That said, you don't want to invest huge amounts of money into this promotional material. Especially at large events, people tend to collect this stuff and then realize when they get home that they are never going to listen to it. But it is still worth it to come prepared, so you are at least in the position to put something in the hands of a potential new business partner. You never really know when that one important person is going to hear or see your stuff and become incredibly valuable to your career.
You're good enough; you're smart enough, and doggone it, people like you. But how do you talk to people? Bottom line: be yourself. You'll see all kind of behavior at networking events, from people who seem to be walking around going, "I'm networking! I'm networking! Wanna network with me?" to people just quietly chatting with a few folks.
If you've prepared, feel confident that you've got everything you need to make new business connections and just go for it.
Remember that the point of networking is to build mutually beneficial relationships, so no one is doing you a favor by talking to you and finding out about your work. You're either going to work together - in which case you'll be helping each other - or it's not going to be the right fit. There's nothing wrong with either outcome - and not making a viable business connection doesn't mean you have done anything wrong.
Follow up. The most important part of networking happens the next day. Follow up with your new contacts, even if it is just to say, "enjoyed chatting — keep in touch."
Tips for Successful Music Industry Networking
- Don't fake it. Don't know about some musician someone is talking about? Don't understand some music industry term used? Admitting you don't know is far less embarrassing than faking it and being wrong. Everyone has to learn the ropes. There's absolutely zero shame in that. Embrace every learning opportunity. If you are constantly pretending you know, then you will never learn. Picking up new knowledge is positive. With that said, if you do want to brush up on some basic music industry vocab before embarking on your networking, check out the Music Industry Glossary.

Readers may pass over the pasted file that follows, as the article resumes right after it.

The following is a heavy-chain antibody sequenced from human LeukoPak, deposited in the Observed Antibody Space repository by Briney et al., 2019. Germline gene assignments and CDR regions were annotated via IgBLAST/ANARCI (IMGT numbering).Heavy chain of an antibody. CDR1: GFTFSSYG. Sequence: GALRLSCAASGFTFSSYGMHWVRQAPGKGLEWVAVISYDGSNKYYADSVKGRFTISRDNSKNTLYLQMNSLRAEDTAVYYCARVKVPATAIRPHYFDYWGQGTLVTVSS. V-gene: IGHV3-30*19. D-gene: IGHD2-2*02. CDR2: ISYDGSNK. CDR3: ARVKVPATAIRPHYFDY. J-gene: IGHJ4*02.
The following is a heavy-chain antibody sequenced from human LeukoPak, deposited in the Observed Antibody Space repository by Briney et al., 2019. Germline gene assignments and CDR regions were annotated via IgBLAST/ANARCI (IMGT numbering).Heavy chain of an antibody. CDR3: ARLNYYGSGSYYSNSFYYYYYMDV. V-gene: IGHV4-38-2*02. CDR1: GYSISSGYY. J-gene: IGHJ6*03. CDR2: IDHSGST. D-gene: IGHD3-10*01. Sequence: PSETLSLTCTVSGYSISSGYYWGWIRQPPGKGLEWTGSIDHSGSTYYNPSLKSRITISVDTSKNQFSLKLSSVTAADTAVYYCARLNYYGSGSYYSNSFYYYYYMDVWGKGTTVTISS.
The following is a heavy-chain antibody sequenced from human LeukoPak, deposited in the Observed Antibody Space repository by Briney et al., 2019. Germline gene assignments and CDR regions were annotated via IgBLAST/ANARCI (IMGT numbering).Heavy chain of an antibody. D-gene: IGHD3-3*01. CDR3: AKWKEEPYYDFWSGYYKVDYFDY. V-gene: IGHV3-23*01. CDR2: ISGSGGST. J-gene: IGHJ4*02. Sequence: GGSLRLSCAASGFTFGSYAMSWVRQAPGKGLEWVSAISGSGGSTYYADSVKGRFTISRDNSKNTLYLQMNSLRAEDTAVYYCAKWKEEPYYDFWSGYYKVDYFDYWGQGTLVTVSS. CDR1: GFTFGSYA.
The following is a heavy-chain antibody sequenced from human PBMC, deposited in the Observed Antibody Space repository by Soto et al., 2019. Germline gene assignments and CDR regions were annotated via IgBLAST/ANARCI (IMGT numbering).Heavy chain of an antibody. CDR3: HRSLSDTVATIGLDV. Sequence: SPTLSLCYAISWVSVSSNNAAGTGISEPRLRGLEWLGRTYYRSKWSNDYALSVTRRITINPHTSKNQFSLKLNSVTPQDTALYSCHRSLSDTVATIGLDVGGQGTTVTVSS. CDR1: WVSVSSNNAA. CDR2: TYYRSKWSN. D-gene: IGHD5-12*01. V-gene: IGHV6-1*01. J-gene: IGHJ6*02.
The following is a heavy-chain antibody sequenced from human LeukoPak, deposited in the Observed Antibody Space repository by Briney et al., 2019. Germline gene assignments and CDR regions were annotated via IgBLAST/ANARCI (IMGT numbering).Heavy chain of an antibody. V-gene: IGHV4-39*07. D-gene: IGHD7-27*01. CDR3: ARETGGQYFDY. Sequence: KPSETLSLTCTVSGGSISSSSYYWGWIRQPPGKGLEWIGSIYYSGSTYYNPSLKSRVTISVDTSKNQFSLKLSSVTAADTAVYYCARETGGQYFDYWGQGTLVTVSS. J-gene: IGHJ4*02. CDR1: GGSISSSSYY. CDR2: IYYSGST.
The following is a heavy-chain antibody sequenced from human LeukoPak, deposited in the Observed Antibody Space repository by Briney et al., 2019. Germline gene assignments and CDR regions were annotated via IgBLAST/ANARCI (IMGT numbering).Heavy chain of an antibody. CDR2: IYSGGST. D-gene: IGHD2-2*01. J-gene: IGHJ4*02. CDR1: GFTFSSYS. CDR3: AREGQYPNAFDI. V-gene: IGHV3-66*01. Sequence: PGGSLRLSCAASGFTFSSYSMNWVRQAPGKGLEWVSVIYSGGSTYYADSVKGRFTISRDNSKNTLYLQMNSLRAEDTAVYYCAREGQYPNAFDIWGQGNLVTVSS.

- Relax! You're not doing it wrong. I promise. Some people love business terms, so they talk about "networking." Nothing wrong with that, but if the idea of formal networking makes you break out in hives, remember — networking is just a fancy word for talking to people who work in the same business as you. Don't create a lot of pressure for yourself. Being quietly confident and knowledgeable is just as "impressive" as being Mr./Ms. Schmoozey Pants. Do your homework, be yourself, and you'll be just fine.
- Work the room. Resist the urge to sit in the corner chugging your beverage of choice with a friendly face. Make the rounds and meet new people. If you are new to this kind of event and a little hesitant to strike up a conversation, set yourself a goal to meet three new people and call it a day. You can work your way up to more as your comfort level increases.
Provide advance notice. Especially for large events, if someone is attending that you know for sure you want to meet, it never hurts to drop them an email just to say hello and that you look forward to meeting them.
Be open-minded. You never know who is going to make a big difference in your music career — and you never know when they are going to help you, either. Every connection you make is valuable, even if the results are not immediate. Even if you have a short list of people you want to meet at an event, welcome every conversation and connection. You just never know whether that kid you blew off is going to end up being the big shot agent who would be perfect for you five years down the line.